Post on 24-Jan-2015
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DESCRIPTIONThis is a lesson on writing Haiku poetry. It is intended for grades 3-5.
Today:FirstWe will listen to some examples of Haikus.ThenWe will get ideas for Haikus by using our five senses.We will see examples of a Haiku composing process.Next...You will write your own Haiku that will be bound together with the rest of the class Haikus to make our 5th grade Haiku book!And finallyWe will look at some facts about Haikus.We will look at some videos and other cool links about Haikus.
QuitThis lesson lends itself to outdoor work. It would be best to present this lesson in the warm months of May or early June. I would keep students on school grounds, but would still have parents sign a permission slip to allow students a lesson outdoors, also to let them know they will see their childs Haiku in a book each student can bring home.5Listen to these Haiku poemsMy dear old village, every memory of home pierces like a thorn
As the great old trees are marked for felling, the birds build their new spring nests -Click to look at other Haikus by Issa
From all directionsWinds bring petals of cherryInto the grebe lake.
Moonlight slanting through all this long bamboo grove and nightingale song. -Click to look at other Haikus by Basho
Thinking Questions:What do you notice about the structure of these poems (hint: think about syllables)?What is the general subject matter of these poems?How do this poetry different or similar to the poetry we have studied so far?Why do you think the poets wrote these poems?What is significant about the length of these poems?What do you notice about the language used in these poems?Teacher tip on reading Haikus:Quit
Students love to be read to! It offers them the opportunity to enjoy the language of the poetry in the natural setting it was meant to be enjoyed in. The discussion questions are posed to have students reflect, compare, and analyze, contributing to higher thought patterns. The students will be in a circle that encourages group intimacy and casual conversation.6Listening to NaturePersonal Reflection:Lie back for 5 minutes and clear your mind of inner conversation.Think only of your five senses: smelling, hearing, tasting, touching, and seeing.Personal Inventory:Write down at least one sensation in each of your five senses categories.
QuitThis is a great opportunity for students to relax and let the creative juices flow. The sensory inventory will help students be objective about their experience, and allow for more authentic Haiku composition. 7I can do Haiku!My sensory inventory:Touch: soft grassSmell: rich earthHear: finch songSee: puffy cloudsTaste: Cool water
Soft grass rich brown earthFinches fly and sing up highSo small loud cloud songs
QuitThis is me modeling how to write a Haiku using my sensory inventory.8HaikuQuick FactsHaikus are reflections on nature, life, or other introspective subjects.Haikus are three line poems that have specific syllabic patterns of 5-7-5.Haikus offer a surprising or unexpected discovery into something that can be easily overlooked.Haikus are written for the vast public they are easily understood, yet reveal deep insights/emotions.Haikus are a snapshot (short length) of everyday life.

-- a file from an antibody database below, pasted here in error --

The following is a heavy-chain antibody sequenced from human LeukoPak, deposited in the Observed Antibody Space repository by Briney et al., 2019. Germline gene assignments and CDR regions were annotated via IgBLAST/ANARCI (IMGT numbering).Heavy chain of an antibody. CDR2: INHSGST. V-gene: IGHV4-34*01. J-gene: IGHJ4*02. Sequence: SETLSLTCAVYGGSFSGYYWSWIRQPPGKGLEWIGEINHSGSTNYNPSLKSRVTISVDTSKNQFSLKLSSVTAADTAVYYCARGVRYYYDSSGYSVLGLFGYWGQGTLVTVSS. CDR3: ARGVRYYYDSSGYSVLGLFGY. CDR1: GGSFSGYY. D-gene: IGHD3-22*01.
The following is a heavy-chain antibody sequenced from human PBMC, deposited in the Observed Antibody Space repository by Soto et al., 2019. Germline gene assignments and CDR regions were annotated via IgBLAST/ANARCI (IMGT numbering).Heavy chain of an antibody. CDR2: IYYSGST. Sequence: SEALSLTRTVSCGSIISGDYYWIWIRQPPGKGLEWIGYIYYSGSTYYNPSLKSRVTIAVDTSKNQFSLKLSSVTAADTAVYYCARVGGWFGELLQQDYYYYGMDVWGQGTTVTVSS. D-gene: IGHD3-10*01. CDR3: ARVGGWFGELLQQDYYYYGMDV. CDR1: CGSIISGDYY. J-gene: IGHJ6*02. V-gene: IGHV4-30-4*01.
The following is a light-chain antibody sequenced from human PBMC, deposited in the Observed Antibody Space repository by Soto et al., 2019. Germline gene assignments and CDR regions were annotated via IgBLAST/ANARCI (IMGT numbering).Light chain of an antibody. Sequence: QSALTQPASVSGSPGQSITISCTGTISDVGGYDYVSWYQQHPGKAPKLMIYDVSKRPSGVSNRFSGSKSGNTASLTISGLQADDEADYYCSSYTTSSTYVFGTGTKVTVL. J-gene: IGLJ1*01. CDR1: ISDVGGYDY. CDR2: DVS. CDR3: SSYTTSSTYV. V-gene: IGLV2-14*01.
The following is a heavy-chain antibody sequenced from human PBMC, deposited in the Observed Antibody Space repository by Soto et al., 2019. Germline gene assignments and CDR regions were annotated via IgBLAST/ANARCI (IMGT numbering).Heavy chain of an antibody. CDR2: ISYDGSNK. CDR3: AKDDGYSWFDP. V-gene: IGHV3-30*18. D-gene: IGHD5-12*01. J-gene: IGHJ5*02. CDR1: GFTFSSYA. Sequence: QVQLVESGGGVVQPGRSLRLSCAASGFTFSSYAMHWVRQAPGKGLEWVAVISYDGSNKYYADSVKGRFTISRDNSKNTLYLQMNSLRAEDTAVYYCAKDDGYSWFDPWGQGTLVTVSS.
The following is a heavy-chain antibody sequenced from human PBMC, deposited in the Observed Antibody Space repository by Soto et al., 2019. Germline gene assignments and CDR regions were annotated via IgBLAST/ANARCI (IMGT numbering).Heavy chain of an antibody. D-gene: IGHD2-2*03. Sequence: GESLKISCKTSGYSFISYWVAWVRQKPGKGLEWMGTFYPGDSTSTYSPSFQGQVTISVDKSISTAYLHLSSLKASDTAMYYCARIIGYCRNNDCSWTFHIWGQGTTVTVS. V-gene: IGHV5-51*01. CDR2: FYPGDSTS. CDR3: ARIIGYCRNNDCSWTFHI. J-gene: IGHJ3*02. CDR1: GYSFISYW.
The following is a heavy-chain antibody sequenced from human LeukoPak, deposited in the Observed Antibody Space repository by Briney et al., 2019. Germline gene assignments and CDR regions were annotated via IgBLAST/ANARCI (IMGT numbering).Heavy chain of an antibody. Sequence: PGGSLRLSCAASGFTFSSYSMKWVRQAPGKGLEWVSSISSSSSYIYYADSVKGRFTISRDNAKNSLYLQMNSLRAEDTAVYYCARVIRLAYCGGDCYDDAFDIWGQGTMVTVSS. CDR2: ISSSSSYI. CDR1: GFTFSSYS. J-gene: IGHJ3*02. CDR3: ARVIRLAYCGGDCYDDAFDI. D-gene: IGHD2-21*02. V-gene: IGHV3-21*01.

QuitThis will be a review of the students observations of the Haiku. Also, we will review the specific structure of the Haiku.10Its All About the HaikuClick the picture below for great information on Haikus!The Structure: The Haiku is a three line poem with a certain number of syllables per line: 5-7-5The Haiku is divided into two parts, with a break coming after the first or second line. In Japanese, this break is marked by what haiku poets call a "cutting word." In English and other languages, the break is often marked by punctuation. This two-part structure is important to the poetic effect of a haiku, leading to a sense of discovery as one reads or a feeling of sudden insight.
Language: The Haiku should include what Japanese poets call a KIGO-- a word that gives the reader a clue to the season being described. Through the years, certain signs of the seasons have become conventional in Japanese haiku: cherry blossoms are a kigo for spring, mosquitoes a kigo for summer. Sometimes, too, the kigo will refer to an individual moment in the natural cycle, such as dawn or moonrise, without reference to a particular season. The kigo is also important to the haiku's effect, anchoring the experience it describes in a poetic here and now that helps sharpen the imaginative focus. Subject: The Haiku present a snapshot of everyday experience, revealing an unsuspected significance in a detail of nature or human life. Haiku poets find their subject matter in the world around them, not in ancient legends or exotic fantasies. Haiku poets write for a popular audience and give their audience a new way to look at things that are easily overlooked.
QuitI will have copies of this key information for each student. I want them to focus on their feelings, interpretations, and poetry composition at this time more than vocabulary.11Resourceshttp://www.geocities.com/alanchng1978/basho.htmlhttp://www.geocities.com/alanchng1978/issa.htmlhttp://www.teachertube.com/viewVideo.php?video_id=81552&title=Haiku_Poems___Band_Instrumentshttp://www.teachertube.com/viewVideo.php?video_id=108226&title=Crazy_Poemshttp://www.teachertube.com/viewVideo.php?video_id=56316&title=Haiku_Photo_Storyhttp://www.kidzone.ws/poetry/haiku.htm
QuitIndependent work for the student to take home if they didnt finish the Haiku during the lesson. This is also an opportunity for the student to take part in naming the class book that we will make out of all our Haikus.13Video PageHaikus about band instruments